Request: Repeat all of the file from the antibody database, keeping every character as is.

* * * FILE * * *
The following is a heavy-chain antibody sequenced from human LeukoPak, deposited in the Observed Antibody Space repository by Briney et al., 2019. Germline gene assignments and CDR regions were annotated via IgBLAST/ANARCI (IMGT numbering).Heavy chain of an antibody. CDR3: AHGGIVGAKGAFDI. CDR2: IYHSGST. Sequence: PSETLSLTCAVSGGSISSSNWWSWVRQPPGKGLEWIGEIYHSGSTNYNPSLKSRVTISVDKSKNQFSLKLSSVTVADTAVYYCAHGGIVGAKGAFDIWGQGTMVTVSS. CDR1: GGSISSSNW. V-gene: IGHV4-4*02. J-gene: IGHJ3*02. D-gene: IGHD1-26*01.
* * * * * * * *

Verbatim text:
The following is a heavy-chain antibody sequenced from human LeukoPak, deposited in the Observed Antibody Space repository by Briney et al., 2019. Germline gene assignments and CDR regions were annotated via IgBLAST/ANARCI (IMGT numbering).Heavy chain of an antibody. CDR3: AHGGIVGAKGAFDI. CDR2: IYHSGST. Sequence: PSETLSLTCAVSGGSISSSNWWSWVRQPPGKGLEWIGEIYHSGSTNYNPSLKSRVTISVDKSKNQFSLKLSSVTVADTAVYYCAHGGIVGAKGAFDIWGQGTMVTVSS. CDR1: GGSISSSNW. V-gene: IGHV4-4*02. J-gene: IGHJ3*02. D-gene: IGHD1-26*01.